Five Mistakes Businesses Are Making On Social Networks

Brands of all sizes make mistakes online. Just look at this Tweet which accidentally went out from the American Red Cross.

The Red Cross responded with this humble, humanizing Tweet: “We’ve deleted the rogue tweet, but rest assured the Red Cross is sober and we’ve confiscated the keys.” It didn’t end there, however, as several breweries and bars which stocked Dogfish Head beer turned the Tweet into an opportunity to promote themselves: offering a free pint for any who would donate blood to the Red Cross.

Sometimes human errors are turned into opportunities. At other times, people get fired and apologetic press releases are put out, like a former PR professional who made a disastrous Tweet en-route to South Africa about AIDS, costing her a job with IAC, a large media company.

There are hundreds of other cases bouncing around the internet. I’m sure after a few pints we’d all remember a few examples and laugh. But what about those everyday mistakes? Those moments which have a cumulative negative impact on your customer engagement? Here are five of the most common.

1. Ignored Twitter Complaints

Agents at call centres can’t hang up on customers. They’d get fired pretty quick. But on social networks, complaints go ignored. LiveOps reports that 85% of customers feel that how a company responds across all channels is a positive indicator of the level of support they can expect, and so it reflects on the company as a whole.

Zappos is a great example of what to do right on social networks.

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2. Do you need to be on Facebook?

With nearly as many users on Facebook as the population of China (and more than India already) ignoring this seems akin to ignoring the invention of the mobile phone. But, as a network, it isn’t for every business.

Most customers don’t feel it necessary to engage with every company they spend money with on every social network, either. According to a TNS Digital Life study of 72,000 people from 60 countries found that, ‘57 percent of consumers in developed markets do not want to engage with brands via social media.’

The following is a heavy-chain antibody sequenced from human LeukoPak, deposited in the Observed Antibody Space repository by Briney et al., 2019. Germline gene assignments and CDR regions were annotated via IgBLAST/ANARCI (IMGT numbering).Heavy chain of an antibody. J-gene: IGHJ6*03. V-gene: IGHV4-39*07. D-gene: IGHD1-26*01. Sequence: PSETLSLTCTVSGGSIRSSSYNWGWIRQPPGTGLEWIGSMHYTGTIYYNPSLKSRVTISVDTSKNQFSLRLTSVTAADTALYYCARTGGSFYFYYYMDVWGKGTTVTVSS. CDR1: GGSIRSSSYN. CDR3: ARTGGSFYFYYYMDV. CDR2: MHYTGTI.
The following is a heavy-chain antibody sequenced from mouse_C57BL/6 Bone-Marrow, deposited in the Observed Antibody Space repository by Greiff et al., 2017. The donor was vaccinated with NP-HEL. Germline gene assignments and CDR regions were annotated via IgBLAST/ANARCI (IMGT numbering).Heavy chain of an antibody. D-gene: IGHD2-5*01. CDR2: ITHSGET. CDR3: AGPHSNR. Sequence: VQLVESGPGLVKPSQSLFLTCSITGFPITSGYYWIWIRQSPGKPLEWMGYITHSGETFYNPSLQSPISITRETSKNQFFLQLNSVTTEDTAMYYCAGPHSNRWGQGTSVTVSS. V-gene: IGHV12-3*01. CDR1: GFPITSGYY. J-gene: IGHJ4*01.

3. Updates Without Images

As Pinterest and Instagram have proven, those who publish with images do better than those who don’t. Digital engagement falters when you fail to put an image with an update.

4. No Strategy

During a LinkedIn Q&A, Marvin Powell, a Small Business Growth Consultant in Washington DC, asked people about the mistakes their brands had made on social media.

One of the key issues was approaching digital engagement without a strategy. Noreen Poli, Manager Social Enterprise Implementations, pointed out that “the biggest mistake [brands make] is not having a clear strategy around why they are using it that aligns with a strategy of what they want out of it.”

5. Not Having Enough Fun

This is the most overlooked aspect of engagement on social networks: they are social! This doesn’t mean it’s time to crack open a beer before you Tweet, but it does mean that you should always think of these platforms as ‘social’ first, ‘networks’ second.

Which means the best kind of content to craft engages, informs, and brings a smile to your fans. That’s the most authentic way to interact with people on social networks in a way which generates ongoing returns, and smiles.

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